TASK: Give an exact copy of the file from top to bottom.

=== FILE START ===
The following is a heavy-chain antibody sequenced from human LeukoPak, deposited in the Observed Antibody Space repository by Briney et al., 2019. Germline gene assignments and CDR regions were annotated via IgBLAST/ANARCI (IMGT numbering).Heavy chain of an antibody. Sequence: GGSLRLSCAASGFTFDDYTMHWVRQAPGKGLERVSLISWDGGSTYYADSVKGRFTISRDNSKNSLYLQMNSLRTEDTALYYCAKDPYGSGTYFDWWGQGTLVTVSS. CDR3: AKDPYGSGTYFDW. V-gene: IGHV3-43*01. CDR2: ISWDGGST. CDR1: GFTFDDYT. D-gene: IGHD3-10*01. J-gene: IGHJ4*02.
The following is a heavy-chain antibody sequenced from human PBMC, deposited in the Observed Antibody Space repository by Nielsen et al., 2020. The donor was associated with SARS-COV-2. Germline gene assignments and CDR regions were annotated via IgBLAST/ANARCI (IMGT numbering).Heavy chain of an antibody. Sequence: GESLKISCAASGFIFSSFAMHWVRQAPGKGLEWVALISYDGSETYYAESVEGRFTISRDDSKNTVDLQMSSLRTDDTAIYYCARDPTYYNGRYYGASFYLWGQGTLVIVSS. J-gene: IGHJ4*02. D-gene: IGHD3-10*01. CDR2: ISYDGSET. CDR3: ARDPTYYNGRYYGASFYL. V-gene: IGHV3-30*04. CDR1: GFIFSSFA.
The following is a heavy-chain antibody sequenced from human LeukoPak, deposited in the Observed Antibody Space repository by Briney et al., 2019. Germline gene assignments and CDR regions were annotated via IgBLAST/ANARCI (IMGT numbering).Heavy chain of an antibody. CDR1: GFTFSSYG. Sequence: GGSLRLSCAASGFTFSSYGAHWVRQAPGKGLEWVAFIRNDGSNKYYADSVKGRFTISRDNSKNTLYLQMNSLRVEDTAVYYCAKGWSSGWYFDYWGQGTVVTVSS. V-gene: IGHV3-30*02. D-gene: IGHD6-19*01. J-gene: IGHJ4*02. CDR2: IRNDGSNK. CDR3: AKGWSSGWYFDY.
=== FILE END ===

The following is a heavy-chain antibody sequenced from human LeukoPak, deposited in the Observed Antibody Space repository by Briney et al., 2019. Germline gene assignments and CDR regions were annotated via IgBLAST/ANARCI (IMGT numbering).Heavy chain of an antibody. Sequence: GGSLRLSCAASGFTFDDYTMHWVRQAPGKGLERVSLISWDGGSTYYADSVKGRFTISRDNSKNSLYLQMNSLRTEDTALYYCAKDPYGSGTYFDWWGQGTLVTVSS. CDR3: AKDPYGSGTYFDW. V-gene: IGHV3-43*01. CDR2: ISWDGGST. CDR1: GFTFDDYT. D-gene: IGHD3-10*01. J-gene: IGHJ4*02.
The following is a heavy-chain antibody sequenced from human PBMC, deposited in the Observed Antibody Space repository by Nielsen et al., 2020. The donor was associated with SARS-COV-2. Germline gene assignments and CDR regions were annotated via IgBLAST/ANARCI (IMGT numbering).Heavy chain of an antibody. Sequence: GESLKISCAASGFIFSSFAMHWVRQAPGKGLEWVALISYDGSETYYAESVEGRFTISRDDSKNTVDLQMSSLRTDDTAIYYCARDPTYYNGRYYGASFYLWGQGTLVIVSS. J-gene: IGHJ4*02. D-gene: IGHD3-10*01. CDR2: ISYDGSET. CDR3: ARDPTYYNGRYYGASFYL. V-gene: IGHV3-30*04. CDR1: GFIFSSFA.
The following is a heavy-chain antibody sequenced from human LeukoPak, deposited in the Observed Antibody Space repository by Briney et al., 2019. Germline gene assignments and CDR regions were annotated via IgBLAST/ANARCI (IMGT numbering).Heavy chain of an antibody. CDR1: GFTFSSYG. Sequence: GGSLRLSCAASGFTFSSYGAHWVRQAPGKGLEWVAFIRNDGSNKYYADSVKGRFTISRDNSKNTLYLQMNSLRVEDTAVYYCAKGWSSGWYFDYWGQGTVVTVSS. V-gene: IGHV3-30*02. D-gene: IGHD6-19*01. J-gene: IGHJ4*02. CDR2: IRNDGSNK. CDR3: AKGWSSGWYFDY.